Next, Andrea Miranda-González (UC-Berkeley) presented her results on internal migration in Mexico. This was followed by Asli Ebru Sanlitürk’s (MPIDR)  talk on Brexit’s effect on scholarly migration to and from the UK.


Figure 6. Asli Ebru Sanlitürk from MPIDR on “Brexit’s effect on scholarly migration to and from the UK”.


Maciej J. Dańko ( MPIDR)  followed with a global perspective on development and international scholarly migration.


Figure 7. Maciej J. Dańko (MPIDR) on Development and international scholarly migration.


 Tom Theile (MPIDR) presented Trends of return international migration worldwide.


Figure 8. Tom Theile from MPIDR on Trends of return international migration worldwide.


Next Xinyi Zhao (MPIDR) presented a chapter of her PhD thesis providing a gender perspective on international scholarly migration and return migration to Germany.


Figure 9. Xinyi Zhao from MPIDR on gender perspective in international scholarly migration.


Figure 10. population pyramids of male and female scholars by Xinyi Zhao from MPIDR.


The last speaker of the panel, Aliakbar Akbaritabar (MPIDR) highlighted the necessity of integrating internal and international systems of migration in a unique framework, which does not yet exist due to data limitations. He emphasized that using large-scale and longitudinal bibliometric data can address this limitation in the case of scholars worldwide.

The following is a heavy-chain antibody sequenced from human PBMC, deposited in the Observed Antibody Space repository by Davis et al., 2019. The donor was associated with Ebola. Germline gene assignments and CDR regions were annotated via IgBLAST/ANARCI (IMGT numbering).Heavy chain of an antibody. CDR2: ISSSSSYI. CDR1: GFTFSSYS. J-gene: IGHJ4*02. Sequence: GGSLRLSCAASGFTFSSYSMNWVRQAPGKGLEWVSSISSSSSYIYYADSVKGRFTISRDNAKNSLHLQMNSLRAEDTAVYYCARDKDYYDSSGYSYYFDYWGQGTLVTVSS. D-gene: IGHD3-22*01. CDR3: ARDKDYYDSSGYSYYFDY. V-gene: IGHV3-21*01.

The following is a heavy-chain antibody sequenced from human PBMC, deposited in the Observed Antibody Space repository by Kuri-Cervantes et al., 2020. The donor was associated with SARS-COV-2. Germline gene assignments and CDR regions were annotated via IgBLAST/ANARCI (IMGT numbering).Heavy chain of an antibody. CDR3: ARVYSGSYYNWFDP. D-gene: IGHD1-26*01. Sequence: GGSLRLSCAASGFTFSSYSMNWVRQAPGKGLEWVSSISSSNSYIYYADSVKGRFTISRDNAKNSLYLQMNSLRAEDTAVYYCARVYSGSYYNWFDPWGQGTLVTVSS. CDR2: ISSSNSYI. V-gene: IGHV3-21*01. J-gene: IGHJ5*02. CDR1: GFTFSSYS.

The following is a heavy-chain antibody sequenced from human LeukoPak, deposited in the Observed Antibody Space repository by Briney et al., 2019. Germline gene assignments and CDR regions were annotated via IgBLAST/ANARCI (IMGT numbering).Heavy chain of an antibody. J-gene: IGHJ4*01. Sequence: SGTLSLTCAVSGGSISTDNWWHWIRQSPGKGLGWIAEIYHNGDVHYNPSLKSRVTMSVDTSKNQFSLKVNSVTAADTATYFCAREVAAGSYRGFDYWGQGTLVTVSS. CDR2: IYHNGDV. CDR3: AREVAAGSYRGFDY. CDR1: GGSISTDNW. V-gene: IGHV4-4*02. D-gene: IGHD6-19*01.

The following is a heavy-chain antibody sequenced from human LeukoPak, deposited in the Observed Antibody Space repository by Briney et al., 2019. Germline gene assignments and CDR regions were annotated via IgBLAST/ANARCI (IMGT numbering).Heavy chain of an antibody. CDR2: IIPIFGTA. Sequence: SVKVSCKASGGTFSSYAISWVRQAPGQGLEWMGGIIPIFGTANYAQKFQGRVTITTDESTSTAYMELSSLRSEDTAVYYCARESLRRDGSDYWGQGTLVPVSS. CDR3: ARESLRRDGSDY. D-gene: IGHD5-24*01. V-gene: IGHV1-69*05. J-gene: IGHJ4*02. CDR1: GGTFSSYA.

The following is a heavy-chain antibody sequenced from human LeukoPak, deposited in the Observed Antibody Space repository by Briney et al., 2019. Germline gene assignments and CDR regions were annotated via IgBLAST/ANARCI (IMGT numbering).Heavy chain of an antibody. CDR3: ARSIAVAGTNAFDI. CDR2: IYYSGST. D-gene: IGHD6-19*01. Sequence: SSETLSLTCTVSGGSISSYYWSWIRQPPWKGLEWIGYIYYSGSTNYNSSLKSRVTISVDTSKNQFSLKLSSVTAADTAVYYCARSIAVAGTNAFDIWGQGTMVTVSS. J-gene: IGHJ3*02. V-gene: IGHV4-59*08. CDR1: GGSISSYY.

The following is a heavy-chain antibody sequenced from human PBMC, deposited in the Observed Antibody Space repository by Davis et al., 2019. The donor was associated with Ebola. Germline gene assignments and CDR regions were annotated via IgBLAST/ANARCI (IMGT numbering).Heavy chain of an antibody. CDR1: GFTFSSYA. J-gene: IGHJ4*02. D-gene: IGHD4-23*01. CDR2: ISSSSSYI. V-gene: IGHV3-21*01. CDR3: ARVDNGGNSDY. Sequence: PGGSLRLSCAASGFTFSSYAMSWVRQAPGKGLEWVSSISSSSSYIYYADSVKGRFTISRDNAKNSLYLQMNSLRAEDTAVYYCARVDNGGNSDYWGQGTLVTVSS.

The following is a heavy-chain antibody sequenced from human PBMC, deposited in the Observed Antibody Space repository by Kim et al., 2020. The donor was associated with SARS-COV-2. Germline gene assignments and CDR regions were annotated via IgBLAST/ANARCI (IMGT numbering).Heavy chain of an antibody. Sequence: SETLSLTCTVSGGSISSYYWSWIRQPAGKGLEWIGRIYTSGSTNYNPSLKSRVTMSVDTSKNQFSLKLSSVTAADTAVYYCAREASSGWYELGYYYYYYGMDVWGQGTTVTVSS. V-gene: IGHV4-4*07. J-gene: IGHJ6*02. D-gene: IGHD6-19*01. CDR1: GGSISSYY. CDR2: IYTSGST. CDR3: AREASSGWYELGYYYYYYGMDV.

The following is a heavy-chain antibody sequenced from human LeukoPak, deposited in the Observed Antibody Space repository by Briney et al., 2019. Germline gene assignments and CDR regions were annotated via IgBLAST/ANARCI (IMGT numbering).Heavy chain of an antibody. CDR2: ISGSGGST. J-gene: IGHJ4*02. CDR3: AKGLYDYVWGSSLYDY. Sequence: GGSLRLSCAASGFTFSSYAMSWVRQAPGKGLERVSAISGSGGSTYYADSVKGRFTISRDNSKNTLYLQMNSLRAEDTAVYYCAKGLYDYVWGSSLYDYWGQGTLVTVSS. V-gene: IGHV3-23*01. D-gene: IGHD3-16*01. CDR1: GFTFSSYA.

The Panel continued with an open discussion and Q&A among the onsite and online workshop participants.


Figure 11. Aliakbar Akbaritabar on Integrating internal and international scholarly migration worldwide.


The workshop then turned to an introduction to available data sources, especially publicly available data and how to handle bibliometric data for demographic research: data retrieval, data pre-processing and repurposing based on research questions. Xinyi Zhao discussed her approach in complementing bibliometric data by inferring gender of scholars using the first name.


Figure 12. Inferring gender of scholars using first name. Here one of the available national databases on scholars’ demographic characteristics was presented that is limited to only one country, i.e., Italy.


The workshop  concluded with a discussion of the limitations of bibliometric data. Solutions to some of the data quality issues were discussed and shortcomings due to coverage, or over-representation of specific countries or languages in these databases were touched upon.


Due to time limitations, a hands-on session with live coding was not carried out during the workshop but for those participants who had replicated the results using workshop materials and R or Python scripts, Q&A sessions were allocated to discuss potential problems or troubleshoot errors.


Figure 13. Discussion of limitations and pitfalls of the bibliometric data.


A live stream of tweets about the EPC2022 conference and the workshop were published online that shows participants’ impressions of the workshop.


Not surprisingly, #BiblioDemography was among the most used hashtags alongside the #EPC2022 conference hashtag during the conference (see NodeXL’s analysis of these livestream).


Figure 14. NoedeXL’s analysis of EPC2022 Twitter stream and BiblioDemography workshop.